Appointment with GP to talk over concerns(5 Posts)
We've made an appointment to see our GP to talk over some concerns we have about DS1s behaviour.
He has always been quite a sensitive child and prone to getting extremely upset over minor issues. When he initially started school he would cry, scream and throw tantrums daily. I was not made aware of this until near the end of p1. After the summer holidays and moving into p2 this seemed to improve. He has since moved schools and gone into p3. There were some issues with his behaviour in this regard initially, however the school were very on the ball this time and worked with us in establishing routines that seemed to help calm him down.
Recently his poor behaviour has escalated again, seemingly out of nowhere. I have had a call today from the deputy head letting me know that he had been throwing tantrums in the after school club he attends, and has been hitting and kicking other children. There have also been similar issues in a sports club that he attends locally.
I don't really know what to do any more. We have spoken with him so many times about his behaviour and tried to figure out what is making him act this way. He always promises to behave but it never happens.
There are other little things we've picked up on, possible sensory issues. He hates loud noises and will cover his ears or gets very upset if he's unable to do so.
The biggest trigger that sets him off is losing at anything. He associates losing with being rubbish and it is heavily linked with his self esteem. He used to be like this at home and for example when he lost at a board game I would later hear him sobbing, telling himself he's a failure and an awful person. He would sometimes have outbursts that were somewhat violent, never directed at a person but usually slamming toys or game pieces in a huff.
It breaks my heart to see him so upset and not know the reason why he thinks so poorly of himself. Hence the reason for the appointment with the GP today.
Should I take him with me when school finishes or should we go without him and talk through things with the doctor on our own? I don't want him to think we're implying that something is wrong with him or upset him
Thanks for reading. If there's anyone who's been in a similar situation I'd be glad to hear about your experiences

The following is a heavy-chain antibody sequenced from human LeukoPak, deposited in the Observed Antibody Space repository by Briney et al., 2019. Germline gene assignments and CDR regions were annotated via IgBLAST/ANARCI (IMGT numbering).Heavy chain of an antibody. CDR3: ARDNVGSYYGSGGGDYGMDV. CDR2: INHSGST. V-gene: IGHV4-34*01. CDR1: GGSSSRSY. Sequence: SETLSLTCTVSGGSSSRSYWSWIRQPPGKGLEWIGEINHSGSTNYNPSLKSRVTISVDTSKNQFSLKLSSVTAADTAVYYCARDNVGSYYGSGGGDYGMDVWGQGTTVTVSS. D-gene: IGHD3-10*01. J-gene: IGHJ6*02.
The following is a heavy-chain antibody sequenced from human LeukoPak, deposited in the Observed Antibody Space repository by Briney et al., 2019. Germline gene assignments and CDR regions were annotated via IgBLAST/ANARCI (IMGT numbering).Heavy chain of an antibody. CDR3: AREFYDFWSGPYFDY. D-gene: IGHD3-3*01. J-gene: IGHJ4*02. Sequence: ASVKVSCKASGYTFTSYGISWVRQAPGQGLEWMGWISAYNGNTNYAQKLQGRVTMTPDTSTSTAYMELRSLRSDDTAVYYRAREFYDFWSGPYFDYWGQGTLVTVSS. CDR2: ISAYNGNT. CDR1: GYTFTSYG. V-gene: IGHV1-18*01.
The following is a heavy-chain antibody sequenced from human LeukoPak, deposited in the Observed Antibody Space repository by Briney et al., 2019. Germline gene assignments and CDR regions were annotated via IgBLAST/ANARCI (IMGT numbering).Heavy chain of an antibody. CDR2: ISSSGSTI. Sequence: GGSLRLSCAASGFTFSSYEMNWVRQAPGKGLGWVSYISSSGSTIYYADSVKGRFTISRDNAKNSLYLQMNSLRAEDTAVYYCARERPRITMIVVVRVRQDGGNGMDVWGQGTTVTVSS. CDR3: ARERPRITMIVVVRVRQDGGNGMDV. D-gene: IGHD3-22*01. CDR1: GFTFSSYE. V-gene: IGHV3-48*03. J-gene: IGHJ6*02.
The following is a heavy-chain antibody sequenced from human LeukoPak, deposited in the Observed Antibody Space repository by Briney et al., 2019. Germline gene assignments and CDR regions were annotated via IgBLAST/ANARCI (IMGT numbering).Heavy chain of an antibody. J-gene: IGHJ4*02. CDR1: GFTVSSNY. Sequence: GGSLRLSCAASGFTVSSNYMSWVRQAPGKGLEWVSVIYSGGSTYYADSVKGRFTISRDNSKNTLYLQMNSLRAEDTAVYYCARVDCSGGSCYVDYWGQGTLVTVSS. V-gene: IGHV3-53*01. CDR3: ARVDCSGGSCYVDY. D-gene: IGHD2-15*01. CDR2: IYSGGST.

I would talk to the GP without him first. Then you can be open about your concerns without fear of hurting his feelings.
I was in a kind-of similar situation although my DS's behaviour was worse. Getting upset about losing is not just to do with self esteem, it's also about ability to tolerate frustration and disappointment. The same difficulties can cause children to lash out if things go just a tiny bit wrong. Children often don't have the self control to keep it in. When they're calm they know what they should do but when the red mist descends they don't remember or can't keep it in anyway. It sounds as if it's worth going to the GP to find out if there's some underlying problem that's making it harder for him, or it may just be that he's a bit slow to develop the tolerance and self control he needs.
Thanks for responding.
We did wonder about him just being a little slow to develop as there were concerns about this before he started school. The nursery he was in at the time spoke with me about it and referred him to an educational psychologist. He was observed on several occasions and the report found no issues, and did not recommend deferring his attendance for a year. He is the youngest in his class and I'm starting to wonder whether we should have held him back regardless.
Well we've been to the GP. He agreed that it's a good idea to have DS1 assessed. He's going to send off a referral so it's just a matter of waiting for an appointment now.
It's a relief to have the GP agree that what we've observed is concerning enough for a referral to be made.
I'm glad you're on the path to getting some answers and support for him so he can feel happier.
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